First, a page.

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Rose of Sharon, Shrub Althea 'Tosca'

Hibiscus syriacus

Family: Malvaceae (mal-VAY-see-ee) (Info)
Genus: Hibiscus (hi-BIS-kus) (Info)
Species: syriacus (seer-ee-AK-us) (Info)
Cultivar: Tosca
» View all varieties of Hibiscus


8-10 ft. (2.4-3 m)


24-36 in. (60-90 cm)

36-48 in. (90-120 cm)

4-6 ft. (1.2-1.8 m)


USDA Zone 5a: to -28.8 C (-20 F)

USDA Zone 5b: to -26.1 C (-15 F)

USDA Zone 6a: to -23.3 C (-10 F)

USDA Zone 6b: to -20.5 C (-5 F)

USDA Zone 7a: to -17.7 C (0 F)

USDA Zone 7b: to -14.9 C (5 F)

USDA Zone 8a: to -12.2 C (10 F)

USDA Zone 8b: to -9.4 C (15 F)

Sun Exposure:

Sun to Partial Shade

Bloom Color:

Magenta (Pink-Purple)

Bloom Time:

Mid Summer

Late Summer/Early Fall



Other details:

Unknown - Tell us

Soil pH requirements:

Unknown - Tell us

Patent Information:

Unknown - Tell us

Propagation Methods:

From woody stem cuttings

Seed Collecting:

N/A: plant does not set seed, flowers are sterile, or plants will not come true from seed

Foliage Color:

Unknown - Tell us

Bloom Characteristics:

This plant is attractive to bees, butterflies and/or birds

Water Requirements:

Average Water Needs; Water regularly; do not overwater

Where to Grow:

Unknown - Tell us


This plant has been said to grow in the following regions:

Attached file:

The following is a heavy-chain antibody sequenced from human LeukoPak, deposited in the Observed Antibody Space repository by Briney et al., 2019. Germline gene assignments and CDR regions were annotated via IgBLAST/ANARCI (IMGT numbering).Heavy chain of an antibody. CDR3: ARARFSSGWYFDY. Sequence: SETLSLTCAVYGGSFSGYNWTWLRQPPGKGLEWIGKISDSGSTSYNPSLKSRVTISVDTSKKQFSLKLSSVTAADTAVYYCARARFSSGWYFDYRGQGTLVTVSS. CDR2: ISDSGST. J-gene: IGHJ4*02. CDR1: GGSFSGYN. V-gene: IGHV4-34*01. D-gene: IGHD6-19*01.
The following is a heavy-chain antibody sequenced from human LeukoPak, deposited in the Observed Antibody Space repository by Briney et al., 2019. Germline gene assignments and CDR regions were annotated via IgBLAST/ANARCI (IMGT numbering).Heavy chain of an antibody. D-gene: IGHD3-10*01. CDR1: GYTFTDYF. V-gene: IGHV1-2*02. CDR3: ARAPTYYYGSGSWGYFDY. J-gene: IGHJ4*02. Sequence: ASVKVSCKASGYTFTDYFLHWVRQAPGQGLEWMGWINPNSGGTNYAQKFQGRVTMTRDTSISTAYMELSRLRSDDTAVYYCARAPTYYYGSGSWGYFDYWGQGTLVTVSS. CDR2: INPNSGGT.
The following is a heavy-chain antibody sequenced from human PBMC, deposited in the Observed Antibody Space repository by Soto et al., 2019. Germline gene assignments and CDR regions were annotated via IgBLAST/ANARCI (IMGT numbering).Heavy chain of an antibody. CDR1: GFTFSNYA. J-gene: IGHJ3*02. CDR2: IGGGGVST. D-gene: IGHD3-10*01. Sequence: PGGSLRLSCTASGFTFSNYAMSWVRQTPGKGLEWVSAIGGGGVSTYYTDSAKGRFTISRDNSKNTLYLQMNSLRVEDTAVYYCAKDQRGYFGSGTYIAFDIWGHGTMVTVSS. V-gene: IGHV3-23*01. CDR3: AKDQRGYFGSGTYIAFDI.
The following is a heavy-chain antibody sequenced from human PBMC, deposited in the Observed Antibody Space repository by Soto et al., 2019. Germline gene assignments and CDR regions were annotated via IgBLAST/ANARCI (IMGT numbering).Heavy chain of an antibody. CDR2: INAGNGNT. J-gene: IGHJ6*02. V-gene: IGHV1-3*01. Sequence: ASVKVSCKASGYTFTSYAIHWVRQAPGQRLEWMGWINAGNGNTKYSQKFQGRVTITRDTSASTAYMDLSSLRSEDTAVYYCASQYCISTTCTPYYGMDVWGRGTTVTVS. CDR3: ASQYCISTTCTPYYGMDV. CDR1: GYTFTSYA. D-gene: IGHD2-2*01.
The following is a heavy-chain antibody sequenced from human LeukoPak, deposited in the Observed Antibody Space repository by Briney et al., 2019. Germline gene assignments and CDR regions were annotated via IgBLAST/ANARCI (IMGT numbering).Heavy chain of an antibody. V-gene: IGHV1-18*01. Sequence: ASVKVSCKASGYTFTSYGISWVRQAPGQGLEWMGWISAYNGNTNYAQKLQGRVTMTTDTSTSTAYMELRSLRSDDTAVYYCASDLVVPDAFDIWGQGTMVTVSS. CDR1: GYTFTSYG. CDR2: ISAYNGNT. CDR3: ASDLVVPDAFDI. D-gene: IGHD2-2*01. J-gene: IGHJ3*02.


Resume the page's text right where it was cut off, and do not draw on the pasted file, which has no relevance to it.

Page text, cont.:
Warren, Michigan

Gardeners' Notes:


On Jun 17, 2013, Dean48089 from Warren, MI (Zone 6b) wrote:

The entry for this plant is somewhat misleading. Hibiscus 'Tosca' is a hybrid between our native Hibiscus paramutabilis and Hibiscus syriacus, possessing features from each parent. I first bought 'Tosca' and 'Lohengrin' at the same time from Glasshouse works about 13 years ago. I planted them in a spot expecting growth similar to H. syriacus, which is a slow grower in my heavy clay soil. By their third summer both 'Tosca' and 'Lohengrin' were over twelve feet tall and at least six feet wide, overwhelming all their neighbors. So I cut them both down to 2' stumps with the intention of letting them grow back in a more controlled manner. 'Tosca' did not appreciate this treatment and the stump died. Fortunately, taking after its H. paramutabilis parent, the plant sends up the occasional ... read more